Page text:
She was president of the board of the American Heart Association in Collier County from 2001 to 2004 and chaired the 1999 and 2000 Heart Walks. Shelly received the Volunteer of the Year award from the AHA in 2001 from the local Chapter. In 2006, she was awarded the prestigious Special Services Award at the Florida Affiliate level of AHA. Shelly has been “top walker” in the state of Florida for more than 10 years as measured by the dollars she has raised and in 2010 she was named the Top Walker in the U.S.
“My passion for working with the American Heart Association started shortly after my son, Kyle, was born on June 18, 1986. The hospitalizations started immediately, when he was airlifted on Day One to Miami Children’s Hospital,” Shelly explained.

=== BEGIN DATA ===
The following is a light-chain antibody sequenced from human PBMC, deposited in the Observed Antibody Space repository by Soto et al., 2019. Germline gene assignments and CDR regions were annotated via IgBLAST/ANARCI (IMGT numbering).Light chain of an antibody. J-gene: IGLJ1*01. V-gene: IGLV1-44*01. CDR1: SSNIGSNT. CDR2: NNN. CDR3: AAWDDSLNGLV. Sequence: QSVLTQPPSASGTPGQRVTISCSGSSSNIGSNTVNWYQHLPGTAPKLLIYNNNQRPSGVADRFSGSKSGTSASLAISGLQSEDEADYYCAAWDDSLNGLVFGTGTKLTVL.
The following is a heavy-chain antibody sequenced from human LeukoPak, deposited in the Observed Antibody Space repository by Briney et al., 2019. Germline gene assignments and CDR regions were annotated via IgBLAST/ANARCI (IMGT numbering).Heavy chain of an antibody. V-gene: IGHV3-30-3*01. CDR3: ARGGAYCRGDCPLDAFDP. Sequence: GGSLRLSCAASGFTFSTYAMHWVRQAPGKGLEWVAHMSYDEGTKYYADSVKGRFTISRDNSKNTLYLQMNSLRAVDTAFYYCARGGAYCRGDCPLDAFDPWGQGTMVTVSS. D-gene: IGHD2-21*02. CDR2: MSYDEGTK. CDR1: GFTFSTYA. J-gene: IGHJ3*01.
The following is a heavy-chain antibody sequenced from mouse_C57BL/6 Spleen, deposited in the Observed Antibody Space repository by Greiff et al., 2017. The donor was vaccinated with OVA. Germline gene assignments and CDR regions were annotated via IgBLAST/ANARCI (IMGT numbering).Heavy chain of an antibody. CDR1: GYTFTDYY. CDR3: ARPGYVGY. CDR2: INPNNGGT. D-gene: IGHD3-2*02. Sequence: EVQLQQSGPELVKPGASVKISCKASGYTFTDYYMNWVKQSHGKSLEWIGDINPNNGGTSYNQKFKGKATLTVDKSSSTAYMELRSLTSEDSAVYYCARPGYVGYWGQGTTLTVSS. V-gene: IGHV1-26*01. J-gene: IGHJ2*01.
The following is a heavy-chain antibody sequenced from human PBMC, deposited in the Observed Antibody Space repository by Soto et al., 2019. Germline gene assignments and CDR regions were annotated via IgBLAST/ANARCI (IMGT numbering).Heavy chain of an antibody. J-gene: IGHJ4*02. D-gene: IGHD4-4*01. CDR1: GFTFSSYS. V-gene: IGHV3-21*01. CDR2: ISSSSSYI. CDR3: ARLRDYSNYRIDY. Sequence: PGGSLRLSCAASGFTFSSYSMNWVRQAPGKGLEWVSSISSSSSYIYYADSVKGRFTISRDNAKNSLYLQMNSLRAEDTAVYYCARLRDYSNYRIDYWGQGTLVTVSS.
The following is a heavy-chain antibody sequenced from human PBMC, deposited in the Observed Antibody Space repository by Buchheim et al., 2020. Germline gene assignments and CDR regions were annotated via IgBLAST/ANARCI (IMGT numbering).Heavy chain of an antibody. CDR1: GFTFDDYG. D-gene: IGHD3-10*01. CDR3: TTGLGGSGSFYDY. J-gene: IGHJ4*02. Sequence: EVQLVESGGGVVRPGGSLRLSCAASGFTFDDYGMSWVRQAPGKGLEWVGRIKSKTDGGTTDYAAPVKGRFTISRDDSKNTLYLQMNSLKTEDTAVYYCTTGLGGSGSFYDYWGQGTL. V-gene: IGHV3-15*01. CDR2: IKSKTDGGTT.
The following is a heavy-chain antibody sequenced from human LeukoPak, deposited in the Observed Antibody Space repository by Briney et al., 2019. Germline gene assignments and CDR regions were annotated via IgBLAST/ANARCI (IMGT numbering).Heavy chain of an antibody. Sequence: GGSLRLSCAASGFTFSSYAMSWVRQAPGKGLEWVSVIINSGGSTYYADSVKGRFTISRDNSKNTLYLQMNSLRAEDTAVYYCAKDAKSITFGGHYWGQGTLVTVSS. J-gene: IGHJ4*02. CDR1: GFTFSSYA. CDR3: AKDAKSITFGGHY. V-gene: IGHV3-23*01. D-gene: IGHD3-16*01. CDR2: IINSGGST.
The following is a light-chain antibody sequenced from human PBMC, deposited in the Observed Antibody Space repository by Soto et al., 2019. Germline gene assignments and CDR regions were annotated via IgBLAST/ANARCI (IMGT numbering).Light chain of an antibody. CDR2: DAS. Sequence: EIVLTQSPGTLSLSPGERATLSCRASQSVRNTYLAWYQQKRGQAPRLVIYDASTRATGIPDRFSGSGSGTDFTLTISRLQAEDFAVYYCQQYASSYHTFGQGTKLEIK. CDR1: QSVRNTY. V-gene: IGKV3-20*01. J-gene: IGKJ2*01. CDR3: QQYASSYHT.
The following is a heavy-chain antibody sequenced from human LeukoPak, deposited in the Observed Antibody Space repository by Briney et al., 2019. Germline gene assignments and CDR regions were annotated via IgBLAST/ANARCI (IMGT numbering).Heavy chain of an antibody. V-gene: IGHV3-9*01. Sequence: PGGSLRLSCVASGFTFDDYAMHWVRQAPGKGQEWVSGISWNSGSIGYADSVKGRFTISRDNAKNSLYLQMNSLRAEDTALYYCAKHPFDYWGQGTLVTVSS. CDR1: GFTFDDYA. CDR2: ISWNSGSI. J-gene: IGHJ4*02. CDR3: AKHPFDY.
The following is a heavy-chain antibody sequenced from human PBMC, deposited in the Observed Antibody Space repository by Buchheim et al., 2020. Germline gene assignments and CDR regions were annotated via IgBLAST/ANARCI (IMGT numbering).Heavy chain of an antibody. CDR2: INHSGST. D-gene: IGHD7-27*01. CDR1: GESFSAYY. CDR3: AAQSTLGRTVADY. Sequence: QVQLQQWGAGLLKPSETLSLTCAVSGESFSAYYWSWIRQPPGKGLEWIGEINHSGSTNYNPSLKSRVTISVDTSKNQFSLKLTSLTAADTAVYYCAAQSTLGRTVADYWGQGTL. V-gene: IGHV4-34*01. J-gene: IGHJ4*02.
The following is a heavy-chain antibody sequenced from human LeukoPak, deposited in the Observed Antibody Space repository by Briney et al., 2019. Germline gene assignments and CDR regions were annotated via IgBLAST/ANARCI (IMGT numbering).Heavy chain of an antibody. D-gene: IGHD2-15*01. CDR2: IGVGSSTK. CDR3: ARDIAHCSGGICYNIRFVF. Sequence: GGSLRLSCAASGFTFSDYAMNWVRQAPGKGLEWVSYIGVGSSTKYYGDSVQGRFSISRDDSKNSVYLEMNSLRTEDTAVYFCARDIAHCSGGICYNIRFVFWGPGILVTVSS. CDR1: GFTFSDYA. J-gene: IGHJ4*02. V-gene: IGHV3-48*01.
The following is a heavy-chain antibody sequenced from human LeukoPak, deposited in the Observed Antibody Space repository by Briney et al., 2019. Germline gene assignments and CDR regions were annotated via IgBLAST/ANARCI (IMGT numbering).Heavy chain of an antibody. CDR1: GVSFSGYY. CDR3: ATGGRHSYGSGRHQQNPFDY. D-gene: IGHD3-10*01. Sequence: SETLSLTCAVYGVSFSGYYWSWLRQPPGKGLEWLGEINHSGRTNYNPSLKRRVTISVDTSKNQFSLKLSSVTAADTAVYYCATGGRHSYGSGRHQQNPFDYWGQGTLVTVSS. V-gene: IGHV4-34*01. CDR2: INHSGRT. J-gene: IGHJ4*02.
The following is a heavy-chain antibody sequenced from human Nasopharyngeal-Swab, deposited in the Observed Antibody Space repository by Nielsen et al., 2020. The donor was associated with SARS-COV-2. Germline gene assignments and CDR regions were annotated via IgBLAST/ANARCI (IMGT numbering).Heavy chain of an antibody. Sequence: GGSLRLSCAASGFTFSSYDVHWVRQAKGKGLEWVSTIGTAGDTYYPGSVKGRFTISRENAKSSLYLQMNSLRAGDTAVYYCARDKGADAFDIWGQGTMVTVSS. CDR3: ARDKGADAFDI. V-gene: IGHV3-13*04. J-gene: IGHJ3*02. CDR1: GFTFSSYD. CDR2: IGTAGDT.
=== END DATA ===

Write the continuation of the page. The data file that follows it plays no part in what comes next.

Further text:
“He had his first surgery at six weeks at Shands Hospital in Gainesville… and our journey began. Kyle had a total of four heart surgeries by the time he was six. We began involvement with the heart association when he was eight, when we formed ‘Kyle’s Team.’
We walked the first year and raised a little over $8,000… each year it has grown and the number of walkers has grown. When Kyle lost his battle to heart disease in February 2005 at the age of 18, I continued ‘Kyle’s Team’ to continue his legacy.’ ”
“Shelly has been a top fundraiser every year for our Heart Walk and sets national benchmarks for our market size. She has personally raised over $500,000 over the years in addition to the funds she raised for our events she chaired,” explained Regan Goldberg from the Southwest Florida (SWFL) chapter of the American Heart Association. “Shelly helped us launch our national Go Red for Women Campaign. She is an excellent public speaker helping us share our mission in various communities and corporations at a moment’s notice.”